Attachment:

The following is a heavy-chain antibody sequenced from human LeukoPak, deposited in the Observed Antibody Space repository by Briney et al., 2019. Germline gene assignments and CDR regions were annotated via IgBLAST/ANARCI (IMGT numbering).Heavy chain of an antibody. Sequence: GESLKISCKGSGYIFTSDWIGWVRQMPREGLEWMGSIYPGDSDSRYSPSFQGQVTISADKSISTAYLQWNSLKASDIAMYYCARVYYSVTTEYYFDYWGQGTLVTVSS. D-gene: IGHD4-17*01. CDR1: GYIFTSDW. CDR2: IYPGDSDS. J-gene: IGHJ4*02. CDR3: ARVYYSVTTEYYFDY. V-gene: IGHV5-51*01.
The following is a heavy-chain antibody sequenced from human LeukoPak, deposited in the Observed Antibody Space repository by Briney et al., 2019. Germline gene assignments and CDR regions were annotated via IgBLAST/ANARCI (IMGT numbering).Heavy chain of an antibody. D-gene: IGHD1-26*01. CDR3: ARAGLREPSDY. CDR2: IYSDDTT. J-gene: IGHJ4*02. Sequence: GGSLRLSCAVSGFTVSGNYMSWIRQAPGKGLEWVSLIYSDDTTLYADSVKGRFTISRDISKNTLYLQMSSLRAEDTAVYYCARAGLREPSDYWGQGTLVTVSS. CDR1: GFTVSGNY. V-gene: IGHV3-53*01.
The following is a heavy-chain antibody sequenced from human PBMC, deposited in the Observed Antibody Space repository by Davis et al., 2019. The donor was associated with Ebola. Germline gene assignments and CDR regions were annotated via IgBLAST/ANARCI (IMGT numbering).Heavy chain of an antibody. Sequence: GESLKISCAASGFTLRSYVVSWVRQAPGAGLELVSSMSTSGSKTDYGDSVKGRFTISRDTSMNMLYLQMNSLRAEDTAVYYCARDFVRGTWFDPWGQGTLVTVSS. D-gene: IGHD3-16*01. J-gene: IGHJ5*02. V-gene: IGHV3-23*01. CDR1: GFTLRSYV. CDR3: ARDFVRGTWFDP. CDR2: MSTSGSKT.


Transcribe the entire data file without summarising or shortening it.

The following is a heavy-chain antibody sequenced from human LeukoPak, deposited in the Observed Antibody Space repository by Briney et al., 2019. Germline gene assignments and CDR regions were annotated via IgBLAST/ANARCI (IMGT numbering).Heavy chain of an antibody. Sequence: GESLKISCKGSGYIFTSDWIGWVRQMPREGLEWMGSIYPGDSDSRYSPSFQGQVTISADKSISTAYLQWNSLKASDIAMYYCARVYYSVTTEYYFDYWGQGTLVTVSS. D-gene: IGHD4-17*01. CDR1: GYIFTSDW. CDR2: IYPGDSDS. J-gene: IGHJ4*02. CDR3: ARVYYSVTTEYYFDY. V-gene: IGHV5-51*01.
The following is a heavy-chain antibody sequenced from human LeukoPak, deposited in the Observed Antibody Space repository by Briney et al., 2019. Germline gene assignments and CDR regions were annotated via IgBLAST/ANARCI (IMGT numbering).Heavy chain of an antibody. D-gene: IGHD1-26*01. CDR3: ARAGLREPSDY. CDR2: IYSDDTT. J-gene: IGHJ4*02. Sequence: GGSLRLSCAVSGFTVSGNYMSWIRQAPGKGLEWVSLIYSDDTTLYADSVKGRFTISRDISKNTLYLQMSSLRAEDTAVYYCARAGLREPSDYWGQGTLVTVSS. CDR1: GFTVSGNY. V-gene: IGHV3-53*01.
The following is a heavy-chain antibody sequenced from human PBMC, deposited in the Observed Antibody Space repository by Davis et al., 2019. The donor was associated with Ebola. Germline gene assignments and CDR regions were annotated via IgBLAST/ANARCI (IMGT numbering).Heavy chain of an antibody. Sequence: GESLKISCAASGFTLRSYVVSWVRQAPGAGLELVSSMSTSGSKTDYGDSVKGRFTISRDTSMNMLYLQMNSLRAEDTAVYYCARDFVRGTWFDPWGQGTLVTVSS. D-gene: IGHD3-16*01. J-gene: IGHJ5*02. V-gene: IGHV3-23*01. CDR1: GFTLRSYV. CDR3: ARDFVRGTWFDP. CDR2: MSTSGSKT.